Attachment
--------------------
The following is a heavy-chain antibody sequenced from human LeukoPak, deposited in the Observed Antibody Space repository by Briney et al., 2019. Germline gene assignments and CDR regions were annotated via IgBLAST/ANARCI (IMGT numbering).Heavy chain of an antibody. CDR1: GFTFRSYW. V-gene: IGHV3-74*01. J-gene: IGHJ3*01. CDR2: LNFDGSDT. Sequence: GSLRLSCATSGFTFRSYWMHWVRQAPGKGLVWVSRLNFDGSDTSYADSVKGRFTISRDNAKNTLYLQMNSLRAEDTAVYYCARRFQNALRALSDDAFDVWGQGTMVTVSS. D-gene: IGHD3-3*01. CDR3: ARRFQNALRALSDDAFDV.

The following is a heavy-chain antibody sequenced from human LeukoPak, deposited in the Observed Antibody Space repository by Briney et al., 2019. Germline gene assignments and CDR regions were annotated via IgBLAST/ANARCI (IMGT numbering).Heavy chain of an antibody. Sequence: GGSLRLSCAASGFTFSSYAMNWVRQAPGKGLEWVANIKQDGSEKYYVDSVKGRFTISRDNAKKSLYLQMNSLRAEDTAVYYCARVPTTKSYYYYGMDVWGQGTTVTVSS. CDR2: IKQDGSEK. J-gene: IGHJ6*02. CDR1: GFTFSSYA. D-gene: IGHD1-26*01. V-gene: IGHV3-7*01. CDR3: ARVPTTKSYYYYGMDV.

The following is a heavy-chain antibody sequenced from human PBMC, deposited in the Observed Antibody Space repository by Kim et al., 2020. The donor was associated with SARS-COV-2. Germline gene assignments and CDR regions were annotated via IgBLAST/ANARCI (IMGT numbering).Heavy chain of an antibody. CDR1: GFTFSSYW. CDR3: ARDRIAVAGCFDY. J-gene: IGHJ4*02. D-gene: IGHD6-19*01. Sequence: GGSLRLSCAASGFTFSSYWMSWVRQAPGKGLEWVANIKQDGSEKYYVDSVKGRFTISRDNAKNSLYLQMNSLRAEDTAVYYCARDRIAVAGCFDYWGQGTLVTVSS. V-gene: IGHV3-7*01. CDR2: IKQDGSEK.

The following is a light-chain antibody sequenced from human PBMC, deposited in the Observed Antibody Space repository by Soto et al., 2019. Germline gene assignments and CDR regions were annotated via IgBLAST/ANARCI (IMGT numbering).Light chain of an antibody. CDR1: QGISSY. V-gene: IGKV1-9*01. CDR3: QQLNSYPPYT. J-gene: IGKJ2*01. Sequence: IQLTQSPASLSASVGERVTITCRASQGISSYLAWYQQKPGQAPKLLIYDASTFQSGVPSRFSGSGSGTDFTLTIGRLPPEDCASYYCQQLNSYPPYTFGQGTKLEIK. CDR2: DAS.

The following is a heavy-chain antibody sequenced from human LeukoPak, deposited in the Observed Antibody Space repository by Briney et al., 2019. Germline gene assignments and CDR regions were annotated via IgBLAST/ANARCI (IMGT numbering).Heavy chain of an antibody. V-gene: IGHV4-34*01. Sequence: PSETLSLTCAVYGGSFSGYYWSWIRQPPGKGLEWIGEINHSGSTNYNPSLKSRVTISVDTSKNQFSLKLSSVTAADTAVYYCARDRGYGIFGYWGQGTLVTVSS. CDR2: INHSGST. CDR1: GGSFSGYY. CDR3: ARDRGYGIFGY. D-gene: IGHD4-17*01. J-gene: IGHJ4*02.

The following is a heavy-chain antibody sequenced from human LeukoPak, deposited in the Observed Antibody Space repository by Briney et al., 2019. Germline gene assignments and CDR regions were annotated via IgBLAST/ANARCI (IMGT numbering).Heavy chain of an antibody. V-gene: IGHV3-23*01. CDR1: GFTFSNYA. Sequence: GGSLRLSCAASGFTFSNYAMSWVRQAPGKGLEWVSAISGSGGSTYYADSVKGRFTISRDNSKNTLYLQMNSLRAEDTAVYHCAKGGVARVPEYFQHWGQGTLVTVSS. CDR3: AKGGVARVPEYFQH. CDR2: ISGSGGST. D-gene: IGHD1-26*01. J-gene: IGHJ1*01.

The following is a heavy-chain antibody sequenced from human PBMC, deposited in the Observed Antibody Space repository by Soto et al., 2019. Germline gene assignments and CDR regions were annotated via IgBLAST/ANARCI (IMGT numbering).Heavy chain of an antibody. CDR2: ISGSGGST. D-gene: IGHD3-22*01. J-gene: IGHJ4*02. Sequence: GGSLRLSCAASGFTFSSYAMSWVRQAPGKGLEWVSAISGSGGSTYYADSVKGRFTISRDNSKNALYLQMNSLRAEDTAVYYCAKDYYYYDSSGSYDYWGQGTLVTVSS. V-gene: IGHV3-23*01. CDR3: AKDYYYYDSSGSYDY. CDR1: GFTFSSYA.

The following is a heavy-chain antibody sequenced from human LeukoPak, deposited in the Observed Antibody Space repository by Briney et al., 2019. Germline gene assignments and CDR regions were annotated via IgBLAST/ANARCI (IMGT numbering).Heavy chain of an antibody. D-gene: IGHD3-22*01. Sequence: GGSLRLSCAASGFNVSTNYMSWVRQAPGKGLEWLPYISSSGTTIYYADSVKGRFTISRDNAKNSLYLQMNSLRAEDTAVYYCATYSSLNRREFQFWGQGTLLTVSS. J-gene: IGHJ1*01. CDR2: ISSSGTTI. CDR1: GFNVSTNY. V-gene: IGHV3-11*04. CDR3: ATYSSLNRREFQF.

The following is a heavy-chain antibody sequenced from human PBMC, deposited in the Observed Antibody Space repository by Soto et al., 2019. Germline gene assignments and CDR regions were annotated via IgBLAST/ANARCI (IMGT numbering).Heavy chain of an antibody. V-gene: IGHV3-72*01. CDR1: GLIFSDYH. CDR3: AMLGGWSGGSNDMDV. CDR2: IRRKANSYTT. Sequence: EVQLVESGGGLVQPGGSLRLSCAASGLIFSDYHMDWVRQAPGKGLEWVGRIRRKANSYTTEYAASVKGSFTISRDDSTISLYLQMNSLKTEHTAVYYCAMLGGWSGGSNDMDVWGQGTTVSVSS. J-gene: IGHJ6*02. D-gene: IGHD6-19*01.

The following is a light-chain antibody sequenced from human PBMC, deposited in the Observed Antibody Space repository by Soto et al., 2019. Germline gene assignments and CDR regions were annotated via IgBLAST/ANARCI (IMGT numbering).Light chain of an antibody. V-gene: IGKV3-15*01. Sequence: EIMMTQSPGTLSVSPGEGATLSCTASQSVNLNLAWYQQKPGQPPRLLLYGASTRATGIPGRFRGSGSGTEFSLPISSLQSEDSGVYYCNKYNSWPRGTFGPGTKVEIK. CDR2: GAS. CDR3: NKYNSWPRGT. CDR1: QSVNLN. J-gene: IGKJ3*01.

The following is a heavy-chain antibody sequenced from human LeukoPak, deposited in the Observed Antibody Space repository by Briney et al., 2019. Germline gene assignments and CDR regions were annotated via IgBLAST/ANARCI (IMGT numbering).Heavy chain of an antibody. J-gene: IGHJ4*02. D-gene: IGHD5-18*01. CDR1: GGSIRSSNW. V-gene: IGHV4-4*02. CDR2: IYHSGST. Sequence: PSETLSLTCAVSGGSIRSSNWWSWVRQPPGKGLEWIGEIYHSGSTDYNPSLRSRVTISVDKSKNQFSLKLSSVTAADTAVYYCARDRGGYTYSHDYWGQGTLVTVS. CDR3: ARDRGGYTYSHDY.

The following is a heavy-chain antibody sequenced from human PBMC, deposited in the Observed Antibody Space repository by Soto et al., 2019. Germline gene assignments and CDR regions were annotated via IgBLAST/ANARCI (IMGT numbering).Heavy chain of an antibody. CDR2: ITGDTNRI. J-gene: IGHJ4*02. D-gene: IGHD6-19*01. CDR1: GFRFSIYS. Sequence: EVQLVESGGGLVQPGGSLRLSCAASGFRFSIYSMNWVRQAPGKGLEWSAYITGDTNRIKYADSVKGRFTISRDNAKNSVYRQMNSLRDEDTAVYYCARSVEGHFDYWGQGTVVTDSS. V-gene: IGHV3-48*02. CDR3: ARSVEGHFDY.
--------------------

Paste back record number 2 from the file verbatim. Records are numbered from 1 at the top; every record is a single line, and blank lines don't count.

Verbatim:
The following is a heavy-chain antibody sequenced from human LeukoPak, deposited in the Observed Antibody Space repository by Briney et al., 2019. Germline gene assignments and CDR regions were annotated via IgBLAST/ANARCI (IMGT numbering).Heavy chain of an antibody. Sequence: GGSLRLSCAASGFTFSSYAMNWVRQAPGKGLEWVANIKQDGSEKYYVDSVKGRFTISRDNAKKSLYLQMNSLRAEDTAVYYCARVPTTKSYYYYGMDVWGQGTTVTVSS. CDR2: IKQDGSEK. J-gene: IGHJ6*02. CDR1: GFTFSSYA. D-gene: IGHD1-26*01. V-gene: IGHV3-7*01. CDR3: ARVPTTKSYYYYGMDV.